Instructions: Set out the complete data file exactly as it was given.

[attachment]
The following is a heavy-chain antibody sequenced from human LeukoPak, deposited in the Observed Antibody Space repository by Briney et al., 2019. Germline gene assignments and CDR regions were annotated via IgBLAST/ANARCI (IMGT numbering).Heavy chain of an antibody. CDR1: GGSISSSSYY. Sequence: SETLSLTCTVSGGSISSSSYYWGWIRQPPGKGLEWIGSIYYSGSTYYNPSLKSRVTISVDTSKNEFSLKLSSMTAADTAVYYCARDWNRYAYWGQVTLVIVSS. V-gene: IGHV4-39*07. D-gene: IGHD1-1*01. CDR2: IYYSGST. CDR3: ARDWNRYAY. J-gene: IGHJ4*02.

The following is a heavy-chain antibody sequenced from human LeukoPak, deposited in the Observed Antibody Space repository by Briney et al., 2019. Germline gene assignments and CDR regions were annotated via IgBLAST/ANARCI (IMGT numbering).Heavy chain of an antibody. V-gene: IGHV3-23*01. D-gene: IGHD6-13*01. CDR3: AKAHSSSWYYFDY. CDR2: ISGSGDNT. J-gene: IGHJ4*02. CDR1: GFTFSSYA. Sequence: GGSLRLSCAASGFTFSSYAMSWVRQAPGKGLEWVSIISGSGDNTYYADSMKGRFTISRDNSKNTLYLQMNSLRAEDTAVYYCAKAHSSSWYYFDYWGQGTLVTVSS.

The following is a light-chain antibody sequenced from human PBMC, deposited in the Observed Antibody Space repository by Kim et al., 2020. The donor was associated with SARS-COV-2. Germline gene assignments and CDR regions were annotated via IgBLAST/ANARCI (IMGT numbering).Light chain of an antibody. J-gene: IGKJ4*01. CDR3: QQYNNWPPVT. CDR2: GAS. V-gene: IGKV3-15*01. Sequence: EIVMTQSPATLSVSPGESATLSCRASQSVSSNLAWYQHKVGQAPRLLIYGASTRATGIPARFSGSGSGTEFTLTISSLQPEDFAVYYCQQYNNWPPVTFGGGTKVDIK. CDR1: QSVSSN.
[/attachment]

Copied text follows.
The following is a heavy-chain antibody sequenced from human LeukoPak, deposited in the Observed Antibody Space repository by Briney et al., 2019. Germline gene assignments and CDR regions were annotated via IgBLAST/ANARCI (IMGT numbering).Heavy chain of an antibody. CDR1: GGSISSSSYY. Sequence: SETLSLTCTVSGGSISSSSYYWGWIRQPPGKGLEWIGSIYYSGSTYYNPSLKSRVTISVDTSKNEFSLKLSSMTAADTAVYYCARDWNRYAYWGQVTLVIVSS. V-gene: IGHV4-39*07. D-gene: IGHD1-1*01. CDR2: IYYSGST. CDR3: ARDWNRYAY. J-gene: IGHJ4*02.

The following is a heavy-chain antibody sequenced from human LeukoPak, deposited in the Observed Antibody Space repository by Briney et al., 2019. Germline gene assignments and CDR regions were annotated via IgBLAST/ANARCI (IMGT numbering).Heavy chain of an antibody. V-gene: IGHV3-23*01. D-gene: IGHD6-13*01. CDR3: AKAHSSSWYYFDY. CDR2: ISGSGDNT. J-gene: IGHJ4*02. CDR1: GFTFSSYA. Sequence: GGSLRLSCAASGFTFSSYAMSWVRQAPGKGLEWVSIISGSGDNTYYADSMKGRFTISRDNSKNTLYLQMNSLRAEDTAVYYCAKAHSSSWYYFDYWGQGTLVTVSS.

The following is a light-chain antibody sequenced from human PBMC, deposited in the Observed Antibody Space repository by Kim et al., 2020. The donor was associated with SARS-COV-2. Germline gene assignments and CDR regions were annotated via IgBLAST/ANARCI (IMGT numbering).Light chain of an antibody. J-gene: IGKJ4*01. CDR3: QQYNNWPPVT. CDR2: GAS. V-gene: IGKV3-15*01. Sequence: EIVMTQSPATLSVSPGESATLSCRASQSVSSNLAWYQHKVGQAPRLLIYGASTRATGIPARFSGSGSGTEFTLTISSLQPEDFAVYYCQQYNNWPPVTFGGGTKVDIK. CDR1: QSVSSN.